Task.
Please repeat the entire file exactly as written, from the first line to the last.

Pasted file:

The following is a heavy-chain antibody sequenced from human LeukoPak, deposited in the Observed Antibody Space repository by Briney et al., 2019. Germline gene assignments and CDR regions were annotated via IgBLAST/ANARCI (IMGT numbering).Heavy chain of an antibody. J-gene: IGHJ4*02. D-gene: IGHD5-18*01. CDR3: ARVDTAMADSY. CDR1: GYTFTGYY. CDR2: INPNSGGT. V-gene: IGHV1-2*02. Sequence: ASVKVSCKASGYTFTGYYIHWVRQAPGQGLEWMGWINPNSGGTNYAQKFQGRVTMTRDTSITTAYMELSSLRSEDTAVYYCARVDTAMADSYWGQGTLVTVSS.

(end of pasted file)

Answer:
The following is a heavy-chain antibody sequenced from human LeukoPak, deposited in the Observed Antibody Space repository by Briney et al., 2019. Germline gene assignments and CDR regions were annotated via IgBLAST/ANARCI (IMGT numbering).Heavy chain of an antibody. J-gene: IGHJ4*02. D-gene: IGHD5-18*01. CDR3: ARVDTAMADSY. CDR1: GYTFTGYY. CDR2: INPNSGGT. V-gene: IGHV1-2*02. Sequence: ASVKVSCKASGYTFTGYYIHWVRQAPGQGLEWMGWINPNSGGTNYAQKFQGRVTMTRDTSITTAYMELSSLRSEDTAVYYCARVDTAMADSYWGQGTLVTVSS.